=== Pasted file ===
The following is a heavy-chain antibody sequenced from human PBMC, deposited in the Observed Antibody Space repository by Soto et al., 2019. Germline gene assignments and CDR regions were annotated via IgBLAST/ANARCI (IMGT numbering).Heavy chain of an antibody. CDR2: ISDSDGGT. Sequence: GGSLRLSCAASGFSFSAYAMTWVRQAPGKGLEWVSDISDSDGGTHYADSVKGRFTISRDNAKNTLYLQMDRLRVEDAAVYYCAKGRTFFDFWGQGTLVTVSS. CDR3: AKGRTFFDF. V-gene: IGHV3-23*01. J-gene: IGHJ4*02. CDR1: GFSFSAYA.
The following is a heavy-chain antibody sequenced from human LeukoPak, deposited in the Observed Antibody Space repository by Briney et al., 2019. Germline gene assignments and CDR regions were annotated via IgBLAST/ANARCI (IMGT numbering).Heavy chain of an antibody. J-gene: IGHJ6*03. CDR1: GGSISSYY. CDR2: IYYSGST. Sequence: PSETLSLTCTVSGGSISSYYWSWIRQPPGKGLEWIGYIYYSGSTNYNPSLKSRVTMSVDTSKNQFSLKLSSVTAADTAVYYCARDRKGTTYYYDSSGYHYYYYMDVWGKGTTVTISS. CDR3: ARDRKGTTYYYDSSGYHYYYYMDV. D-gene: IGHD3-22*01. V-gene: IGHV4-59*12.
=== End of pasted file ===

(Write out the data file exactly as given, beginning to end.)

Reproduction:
The following is a heavy-chain antibody sequenced from human PBMC, deposited in the Observed Antibody Space repository by Soto et al., 2019. Germline gene assignments and CDR regions were annotated via IgBLAST/ANARCI (IMGT numbering).Heavy chain of an antibody. CDR2: ISDSDGGT. Sequence: GGSLRLSCAASGFSFSAYAMTWVRQAPGKGLEWVSDISDSDGGTHYADSVKGRFTISRDNAKNTLYLQMDRLRVEDAAVYYCAKGRTFFDFWGQGTLVTVSS. CDR3: AKGRTFFDF. V-gene: IGHV3-23*01. J-gene: IGHJ4*02. CDR1: GFSFSAYA.
The following is a heavy-chain antibody sequenced from human LeukoPak, deposited in the Observed Antibody Space repository by Briney et al., 2019. Germline gene assignments and CDR regions were annotated via IgBLAST/ANARCI (IMGT numbering).Heavy chain of an antibody. J-gene: IGHJ6*03. CDR1: GGSISSYY. CDR2: IYYSGST. Sequence: PSETLSLTCTVSGGSISSYYWSWIRQPPGKGLEWIGYIYYSGSTNYNPSLKSRVTMSVDTSKNQFSLKLSSVTAADTAVYYCARDRKGTTYYYDSSGYHYYYYMDVWGKGTTVTISS. CDR3: ARDRKGTTYYYDSSGYHYYYYMDV. D-gene: IGHD3-22*01. V-gene: IGHV4-59*12.